Why Does My Dog Have Blue Cloudy Eyes?
- Pieter Maas
What is lenticular sclerosis? – Lenticular sclerosis or nuclear sclerosis is the medical term for a bluish transparent haze that develops in the lens of the eye in middle-aged to senior dogs. This is considered a normal change in the lens associated with aging, and is observed as a cloudiness or bluish discoloration on the pupil.
- Vision does not appear to be significantly affected in dogs diagnosed with lenticular sclerosis.” Vision does not appear to be significantly affected in dogs diagnosed with lenticular sclerosis.
- This condition is not the same as cataracts.
- Cataracts are white and opaque and represent a change in the ability of light to penetrate to the retina.
Cataracts cause diminished vision. Cataracts and lenticular sclerosis are two of the most common eye problems seen in dogs over the age of nine. Some estimates show the prevalence of lenticular sclerosis or cataracts at 50% in dogs over nine years of age and 100% in dogs over the age of thirteen.
Lenticular sclerosis appears as an evenly gray, rounded opacity (cloudiness) in the center of the lens, and is most easily observed when the pupil is dilated.” Lenticular sclerosis typically occurs bilaterally (in both eyes) and symmetrically in dogs. Lenticular sclerosis appears as an evenly gray, rounded opacity (cloudiness) in the center of the lens, and is most easily observed when the pupil is dilated.
The opacity is often more dramatic when viewed from the side rather than from the front. When the eye is examined with an ophthalmoscope, the retina and fundus (back of the eye) can still be seen through the sclerotic lens.
Why does my dog’s eyes look cloudy?
Nuclear Sclerosis in Dogs – As dogs age, some cloudiness is normal, “Most dogs, with age, develop a haze within the lens similar to cataracts, called nuclear sclerosis,” says veterinary ophthalmologist Martin Coster, DVM, MS, Diplomate of the American College of Veterinary Ophthalmologists (DACVO).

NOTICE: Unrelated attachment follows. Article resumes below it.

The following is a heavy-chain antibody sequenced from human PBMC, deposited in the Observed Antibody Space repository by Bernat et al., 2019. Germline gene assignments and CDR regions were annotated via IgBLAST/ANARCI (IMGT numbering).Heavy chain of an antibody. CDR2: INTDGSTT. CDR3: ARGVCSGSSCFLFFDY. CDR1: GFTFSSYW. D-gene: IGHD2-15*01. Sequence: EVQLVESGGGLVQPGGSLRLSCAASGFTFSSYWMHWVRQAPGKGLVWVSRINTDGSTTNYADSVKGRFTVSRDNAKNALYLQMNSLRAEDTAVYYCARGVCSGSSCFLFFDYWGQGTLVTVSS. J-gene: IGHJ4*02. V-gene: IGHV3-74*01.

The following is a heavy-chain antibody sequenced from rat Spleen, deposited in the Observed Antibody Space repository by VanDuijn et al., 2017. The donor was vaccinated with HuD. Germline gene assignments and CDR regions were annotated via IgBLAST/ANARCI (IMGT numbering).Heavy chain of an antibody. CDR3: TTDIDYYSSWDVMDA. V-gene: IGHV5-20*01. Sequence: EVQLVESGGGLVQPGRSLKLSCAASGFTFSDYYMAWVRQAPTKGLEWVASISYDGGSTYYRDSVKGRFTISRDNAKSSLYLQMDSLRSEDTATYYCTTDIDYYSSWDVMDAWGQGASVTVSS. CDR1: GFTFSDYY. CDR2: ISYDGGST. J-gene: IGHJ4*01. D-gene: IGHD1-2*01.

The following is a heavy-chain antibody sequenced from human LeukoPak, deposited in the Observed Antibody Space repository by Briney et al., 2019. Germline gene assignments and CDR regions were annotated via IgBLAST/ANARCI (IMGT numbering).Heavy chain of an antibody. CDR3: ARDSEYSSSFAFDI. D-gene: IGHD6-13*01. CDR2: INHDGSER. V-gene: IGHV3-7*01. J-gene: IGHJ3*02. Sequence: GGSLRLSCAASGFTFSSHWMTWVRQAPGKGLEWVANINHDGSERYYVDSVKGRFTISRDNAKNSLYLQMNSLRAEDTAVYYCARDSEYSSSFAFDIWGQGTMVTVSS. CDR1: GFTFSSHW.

- Unlike cataracts,” Coster says, “this condition rarely causes vision impairment.
- However, focusing ability may become impaired.” It is easy to confuse cataracts and nuclear sclerosis.
- Both conditions cause the lens to appear cloudy, but there are a few differences.
- Nuclear sclerosis usually gives your dog’s eyes a cloudy, bluish discoloration, unlike cataracts, which are white and opaque.
More important, nuclear sclerosis (also called lenticular sclerosis) does not significantly diminish your dog’s vision the way cataracts do. It tends to affect both eyes at the same time. The two conditions look different when your veterinarian examines your dog’s eyes with an ophthalmoscope.
Nuclear sclerosis is a change in the lens of the eye that normally occurs with aging. There is no treatment needed because the condition does not cause serious problems, but it might be a good idea to discuss your dog’s aging eyes with your veterinarian, so that you know what to expect as your dog grows older.
“It is often common for dogs who have nuclear sclerosis to also develop cataracts,” says Dr. Jerry Klein, AKC chief veterinary officer. “If your dog develops nuclear sclerosis, your vet will want to conduct regular check-ups to look for cataracts.”
Can eye cloudiness go away?
Causes of cloudy vision – Cloudy vision doesn’t happen on its own; it’s a symptom of another condition. Common causes of cloudy vision include: